Dementia in Germany: past trends and future developments

Ziegler, U.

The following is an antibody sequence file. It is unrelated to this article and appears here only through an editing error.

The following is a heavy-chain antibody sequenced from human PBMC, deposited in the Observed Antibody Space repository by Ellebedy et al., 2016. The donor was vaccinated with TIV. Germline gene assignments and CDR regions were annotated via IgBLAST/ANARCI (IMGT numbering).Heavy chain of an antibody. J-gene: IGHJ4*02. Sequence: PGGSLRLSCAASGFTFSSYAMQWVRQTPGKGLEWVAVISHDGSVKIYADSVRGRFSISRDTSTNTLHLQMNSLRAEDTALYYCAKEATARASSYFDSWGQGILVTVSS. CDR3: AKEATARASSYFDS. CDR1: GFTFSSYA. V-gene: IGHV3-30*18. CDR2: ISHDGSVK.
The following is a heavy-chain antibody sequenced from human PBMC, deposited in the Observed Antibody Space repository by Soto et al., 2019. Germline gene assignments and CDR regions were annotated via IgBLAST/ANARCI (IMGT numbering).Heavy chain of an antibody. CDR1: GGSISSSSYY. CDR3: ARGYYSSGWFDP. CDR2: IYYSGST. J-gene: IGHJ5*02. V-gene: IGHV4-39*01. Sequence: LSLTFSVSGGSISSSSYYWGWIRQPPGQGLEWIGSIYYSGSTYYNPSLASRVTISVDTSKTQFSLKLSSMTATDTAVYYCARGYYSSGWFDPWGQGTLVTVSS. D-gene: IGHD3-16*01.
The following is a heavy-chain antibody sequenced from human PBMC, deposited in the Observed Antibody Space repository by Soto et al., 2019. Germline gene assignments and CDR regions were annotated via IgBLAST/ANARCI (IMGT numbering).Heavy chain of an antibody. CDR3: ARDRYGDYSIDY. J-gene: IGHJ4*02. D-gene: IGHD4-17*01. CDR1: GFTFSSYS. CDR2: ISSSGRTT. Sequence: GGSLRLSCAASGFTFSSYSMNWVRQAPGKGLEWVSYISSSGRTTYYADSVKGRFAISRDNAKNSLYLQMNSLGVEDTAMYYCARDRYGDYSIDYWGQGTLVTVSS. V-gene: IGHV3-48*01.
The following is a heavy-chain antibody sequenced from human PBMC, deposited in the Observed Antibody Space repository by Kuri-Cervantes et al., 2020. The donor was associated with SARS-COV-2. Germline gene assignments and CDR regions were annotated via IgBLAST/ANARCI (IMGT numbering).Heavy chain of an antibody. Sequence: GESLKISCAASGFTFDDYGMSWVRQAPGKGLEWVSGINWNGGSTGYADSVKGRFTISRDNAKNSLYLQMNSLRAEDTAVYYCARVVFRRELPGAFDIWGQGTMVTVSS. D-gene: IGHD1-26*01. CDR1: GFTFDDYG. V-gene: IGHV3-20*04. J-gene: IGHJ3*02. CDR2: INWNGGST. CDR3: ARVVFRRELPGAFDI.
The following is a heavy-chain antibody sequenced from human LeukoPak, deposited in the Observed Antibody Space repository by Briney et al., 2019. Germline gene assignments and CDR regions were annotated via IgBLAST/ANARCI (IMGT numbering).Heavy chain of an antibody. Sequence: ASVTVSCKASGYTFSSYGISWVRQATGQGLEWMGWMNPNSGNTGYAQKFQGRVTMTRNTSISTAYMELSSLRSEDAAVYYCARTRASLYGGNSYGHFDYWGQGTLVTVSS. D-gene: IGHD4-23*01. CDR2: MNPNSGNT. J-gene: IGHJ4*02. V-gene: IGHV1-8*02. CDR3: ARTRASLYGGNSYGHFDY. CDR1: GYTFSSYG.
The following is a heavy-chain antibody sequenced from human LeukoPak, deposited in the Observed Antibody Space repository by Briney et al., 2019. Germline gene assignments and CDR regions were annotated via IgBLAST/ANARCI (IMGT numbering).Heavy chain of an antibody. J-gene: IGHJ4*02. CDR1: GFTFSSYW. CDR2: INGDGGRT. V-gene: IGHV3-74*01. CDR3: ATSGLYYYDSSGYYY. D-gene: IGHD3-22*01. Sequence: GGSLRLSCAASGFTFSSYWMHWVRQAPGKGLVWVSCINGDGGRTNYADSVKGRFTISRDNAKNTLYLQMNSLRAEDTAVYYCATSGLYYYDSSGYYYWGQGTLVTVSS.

281 pages. Rostock, Universität Rostock (2011)